Sole guide and friend when I am
lost on country lanes. It’s night
and the loss is sometimes straightforward,
sometimes
the strands of complication get plaited in
colouring warmth in where none was scheduled.
I imagine torches on scenes of small disasters.

Someone we love is always the shape of the missing
the gap unfilled
a careful step on the cracks in the pavement –
it never hurt anyone
to be doubly sure but
who’s to say superstition hasn’t cursed the world?

There can’t be one heart for hatred
and one for love. We only have one…
and it stains easily.

Finding My Roar

We won’t be seduced by the mildness of your listening.

 

Too ferocious to be constrained by borders in light and shade

we shimmer in the mirror,

palest by far reflection of light on the threshold.

We know impossible spaces and how to tame them –

those feet of bronze and ivory ashen after all;

when the fog lifts, it takes the mountain with it;

when no one understands, all you can do is speak to yourself.

 

Once your purple heart was surrounded by green rays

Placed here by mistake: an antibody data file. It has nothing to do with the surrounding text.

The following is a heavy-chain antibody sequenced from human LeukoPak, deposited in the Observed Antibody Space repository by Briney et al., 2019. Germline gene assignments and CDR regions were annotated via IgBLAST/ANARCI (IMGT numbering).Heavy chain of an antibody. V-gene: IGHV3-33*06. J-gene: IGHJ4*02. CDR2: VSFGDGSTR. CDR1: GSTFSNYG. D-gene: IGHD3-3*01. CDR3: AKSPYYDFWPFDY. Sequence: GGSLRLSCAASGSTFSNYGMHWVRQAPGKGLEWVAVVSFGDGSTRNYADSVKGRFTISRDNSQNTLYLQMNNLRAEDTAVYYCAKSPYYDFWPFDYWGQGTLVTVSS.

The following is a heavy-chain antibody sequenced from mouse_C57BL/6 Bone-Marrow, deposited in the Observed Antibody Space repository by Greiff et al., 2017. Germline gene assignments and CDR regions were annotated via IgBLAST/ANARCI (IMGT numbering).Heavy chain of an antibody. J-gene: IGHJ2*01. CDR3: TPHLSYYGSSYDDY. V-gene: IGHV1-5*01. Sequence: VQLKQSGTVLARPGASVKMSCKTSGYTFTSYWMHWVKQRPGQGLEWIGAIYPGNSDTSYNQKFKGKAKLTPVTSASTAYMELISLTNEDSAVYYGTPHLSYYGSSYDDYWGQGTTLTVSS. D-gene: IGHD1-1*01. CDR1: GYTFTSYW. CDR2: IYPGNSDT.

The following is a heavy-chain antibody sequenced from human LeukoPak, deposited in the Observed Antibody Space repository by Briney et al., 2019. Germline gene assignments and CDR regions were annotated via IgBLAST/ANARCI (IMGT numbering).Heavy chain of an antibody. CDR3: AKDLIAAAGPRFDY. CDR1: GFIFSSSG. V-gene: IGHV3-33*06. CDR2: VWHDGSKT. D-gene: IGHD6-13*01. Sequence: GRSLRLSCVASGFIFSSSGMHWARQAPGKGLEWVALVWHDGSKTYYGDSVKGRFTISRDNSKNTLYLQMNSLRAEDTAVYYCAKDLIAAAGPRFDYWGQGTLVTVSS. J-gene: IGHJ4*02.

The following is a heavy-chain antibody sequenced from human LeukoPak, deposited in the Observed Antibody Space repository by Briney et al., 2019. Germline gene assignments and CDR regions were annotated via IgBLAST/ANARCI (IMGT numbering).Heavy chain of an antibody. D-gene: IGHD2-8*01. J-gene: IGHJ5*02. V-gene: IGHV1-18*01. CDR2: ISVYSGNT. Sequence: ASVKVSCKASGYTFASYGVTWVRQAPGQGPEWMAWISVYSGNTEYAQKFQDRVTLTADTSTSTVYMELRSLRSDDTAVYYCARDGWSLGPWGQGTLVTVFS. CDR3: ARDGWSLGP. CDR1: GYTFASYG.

and swayed on its supple stalk.

Watch us now! It’s more painful than it looks to be so

dignified. November fast-freezes

our roots, leaves us taut and tense like a ballerina mid-stretch.

Prickly leaves dry up in our hands

gathered in prayer.

Happy Martisor Day, ladies – hope of spring springs eternal! Photo courtesy of Travel Away.

If This Be Nostalgia, I Am Guilty

I want to be once more on the land
when April brings a frosty surprise,
where even August can powder with snow.
September smiles indolent and clement, umbrellas are pointless.
Lime trees put on a show as they fall in our hair,
as we hide in their tunnels, as we skip class at school.
I want indigestion with memories both false and true.
I want clothes for all seasons,
and not just babies with fuzz-ripened skin.
Sharp-clawed darkness, the wolves howling from forests
that linger primordial near clean-ploughed fields.
I want you and I to be younger,
not necessarily a happy end.